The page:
I wrote this song several years ago using a prompt that said, take a poem and set it to music.
Actually, that’s not correct. (After searching in vain for a Dickinson poem that starts thus.)
Now I remember! The prompt was to write a poem in the style of a poet. I wrote this ala Dickinson, then put it to music (which you can link to here).
The Child that hears the Buzz
The Child that hears the Buzz
of bees whose Spirits merge
with sweet Honey/ attunes our ears to Spring
He boldly finds the lowly
worm the Robin in
Her rush may spurn/ upset by Winter’s fling
The daylight spent like
Licorice on tongues
aglow with innocence/ the Night a curtain falls
Unfurling Grace whose hidden
Rooms and servants guard
Against dour Gloom/ until kind Dawn shall call
How time plays with our perception of origins. I had forgotten my part in the poem’s inception! I suppose it is a valid gift, so, Happy Birthday Emily!
It was just what she found herself going for, a nebulous sort of thing, more of a feeling than anything. Yet she slipped into it, a kind of mood, a melancholia, even, yes; only it felt like finding herself, or falling into a familiar room. Like a tune she plucked out on the piano, a simple melody, 3 or 4 chords tops, just playing them over and over again. It certainly wasn’t brilliant by any stretch of the imagination, but it wasn’t brilliance she was after, no, more of an itch she felt like scratching by means of those 4 chords. An itch was a sadness. It wasn’t the stack of paperwork she brought home for the evening, no, that was just ghastly, she’d rather die then resign herself to cracking that pile of crap when she had a burning itch there reminding her of her longing. That’s where her loyalties lay, why she didn’t show the troubled parts of herself the door; she found comfort in her state of uncertainty.
Having played for her son Bird on a Wire and The Sailing Song by Leonard Cohen and Nick Cave respectively.
Margo: How low are they singing?
Kepler: It’s not that they are singing low, it’s just that they aren’t good singers so they use mixed voice which gives them a nice tone. It’s hard to say if they are a tenor or a baritone b/c they’re just singing where their voices sound good. I’m sure if they wanted to get trained they could and we could find out what their range is but they don’t want to b/c they are singing in a place that is easy to find a good tone in.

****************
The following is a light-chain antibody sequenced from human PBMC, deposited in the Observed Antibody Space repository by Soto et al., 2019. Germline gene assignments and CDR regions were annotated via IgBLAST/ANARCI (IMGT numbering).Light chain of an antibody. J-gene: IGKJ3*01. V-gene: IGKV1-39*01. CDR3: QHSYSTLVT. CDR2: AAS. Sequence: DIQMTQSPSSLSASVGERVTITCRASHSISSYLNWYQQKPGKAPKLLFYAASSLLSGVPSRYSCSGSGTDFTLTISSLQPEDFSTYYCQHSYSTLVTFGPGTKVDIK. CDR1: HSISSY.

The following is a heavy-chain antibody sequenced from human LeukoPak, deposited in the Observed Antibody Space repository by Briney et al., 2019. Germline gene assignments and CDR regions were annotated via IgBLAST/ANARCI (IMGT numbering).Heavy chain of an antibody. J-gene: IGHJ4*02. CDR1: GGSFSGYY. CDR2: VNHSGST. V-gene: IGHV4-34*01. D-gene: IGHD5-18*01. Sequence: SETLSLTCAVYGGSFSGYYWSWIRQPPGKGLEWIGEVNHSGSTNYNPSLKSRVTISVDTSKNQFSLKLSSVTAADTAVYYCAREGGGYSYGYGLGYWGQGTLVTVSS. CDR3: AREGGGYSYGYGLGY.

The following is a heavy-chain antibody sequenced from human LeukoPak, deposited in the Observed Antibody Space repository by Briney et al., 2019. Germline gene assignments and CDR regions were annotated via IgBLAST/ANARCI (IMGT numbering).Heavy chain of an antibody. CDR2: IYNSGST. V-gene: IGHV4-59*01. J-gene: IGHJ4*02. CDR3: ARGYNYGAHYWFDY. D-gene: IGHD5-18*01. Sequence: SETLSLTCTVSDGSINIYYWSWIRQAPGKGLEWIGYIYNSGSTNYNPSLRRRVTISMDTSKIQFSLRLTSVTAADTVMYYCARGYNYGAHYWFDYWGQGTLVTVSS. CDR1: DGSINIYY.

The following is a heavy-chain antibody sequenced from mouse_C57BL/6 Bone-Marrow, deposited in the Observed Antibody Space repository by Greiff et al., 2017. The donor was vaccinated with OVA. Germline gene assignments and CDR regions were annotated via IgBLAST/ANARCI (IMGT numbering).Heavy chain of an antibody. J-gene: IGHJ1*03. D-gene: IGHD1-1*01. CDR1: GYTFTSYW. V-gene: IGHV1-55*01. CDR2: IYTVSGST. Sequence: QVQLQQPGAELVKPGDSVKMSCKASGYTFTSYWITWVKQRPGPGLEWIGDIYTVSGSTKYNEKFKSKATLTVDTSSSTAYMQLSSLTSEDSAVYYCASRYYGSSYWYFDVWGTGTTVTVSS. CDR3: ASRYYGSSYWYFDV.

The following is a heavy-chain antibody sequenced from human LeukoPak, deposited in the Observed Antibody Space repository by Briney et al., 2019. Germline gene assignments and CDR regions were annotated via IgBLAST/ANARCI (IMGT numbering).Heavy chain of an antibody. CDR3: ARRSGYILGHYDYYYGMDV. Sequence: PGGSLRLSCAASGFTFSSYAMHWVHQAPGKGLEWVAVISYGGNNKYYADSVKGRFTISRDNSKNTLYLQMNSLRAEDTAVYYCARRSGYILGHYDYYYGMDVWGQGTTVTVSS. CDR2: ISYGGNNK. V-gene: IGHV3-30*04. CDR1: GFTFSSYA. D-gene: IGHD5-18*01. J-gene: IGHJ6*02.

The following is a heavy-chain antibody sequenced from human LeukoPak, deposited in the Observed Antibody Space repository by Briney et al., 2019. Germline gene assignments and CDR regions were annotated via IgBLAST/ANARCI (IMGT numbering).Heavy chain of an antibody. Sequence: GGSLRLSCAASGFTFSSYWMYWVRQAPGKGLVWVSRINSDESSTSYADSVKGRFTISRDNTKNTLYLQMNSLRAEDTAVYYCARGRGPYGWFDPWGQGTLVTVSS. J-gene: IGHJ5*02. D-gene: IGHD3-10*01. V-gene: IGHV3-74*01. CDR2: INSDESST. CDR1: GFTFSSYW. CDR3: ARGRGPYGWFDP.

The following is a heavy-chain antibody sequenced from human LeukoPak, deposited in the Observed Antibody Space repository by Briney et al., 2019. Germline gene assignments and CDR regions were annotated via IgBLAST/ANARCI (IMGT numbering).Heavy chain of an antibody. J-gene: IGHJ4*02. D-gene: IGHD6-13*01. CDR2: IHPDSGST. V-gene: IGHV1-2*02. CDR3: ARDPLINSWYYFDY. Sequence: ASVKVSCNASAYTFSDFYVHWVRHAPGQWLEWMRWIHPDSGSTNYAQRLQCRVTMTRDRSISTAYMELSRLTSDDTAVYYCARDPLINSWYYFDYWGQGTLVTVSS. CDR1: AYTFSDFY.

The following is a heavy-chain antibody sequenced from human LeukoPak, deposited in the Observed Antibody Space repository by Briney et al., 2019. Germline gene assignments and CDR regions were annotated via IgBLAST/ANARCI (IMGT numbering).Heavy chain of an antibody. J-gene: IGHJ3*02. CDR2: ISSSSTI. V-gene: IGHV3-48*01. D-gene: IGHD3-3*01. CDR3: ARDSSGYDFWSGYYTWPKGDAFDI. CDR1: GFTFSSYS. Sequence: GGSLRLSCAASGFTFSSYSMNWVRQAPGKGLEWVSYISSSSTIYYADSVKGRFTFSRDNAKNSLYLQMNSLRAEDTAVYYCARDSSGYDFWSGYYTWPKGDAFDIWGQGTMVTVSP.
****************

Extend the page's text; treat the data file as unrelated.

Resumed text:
Margo: Leonard Cohen is quite old, you know.
Kepler: Yeah, your voice will never tire in mixed voice. Since they aren’t really singing in any range they are able to get that super easy tone and not strain themselves. They can sing that way on their deathbed, since that range where they’re comfortable is never going to change.
Margo: I’m sure they’d be relieved to know that.
Kepler: They don’t have to worry b/c they sound as good as any singer in that voice tone, and they probably sing their songs better than anyone else anyways. As far as pitch goes, in their kind of songs, pitch doesn’t really matter.
Margo: I never thought of that before.
I wander off from the spectacle to browse the pile of clothing in the clothes swap. The song wafting out from the meadow where the aerial rigging sways buoys my interest. The blonde girl-child deftly hoisting herself up the rope in time to the music. . . “Blue lips, blue veins, blue, the color of our planet from far, far away.” I stop in my tracks like a bird watcher off the beaten path, rewarded with a stolen glimpse of magnificence. Later, I spy the teen hanging back near the fence and summon up the courage to ask her her song. “Blue lips, by Regina Spektor”, she says, beguiling.
Fast forward. Rigging is coming down though the sun is still up. The girl-child’s mother appears and tells me that I know her child, though she has grown up out of my sight and transformed into the radiant being present today. I was brave in leaping across the divide to converse with what I thought was a stranger. It’s a testament of the power of music to dissolve boundaries, and compel us to approach a deity who ends up being a member of our tribe. “Blue, the most human, color….”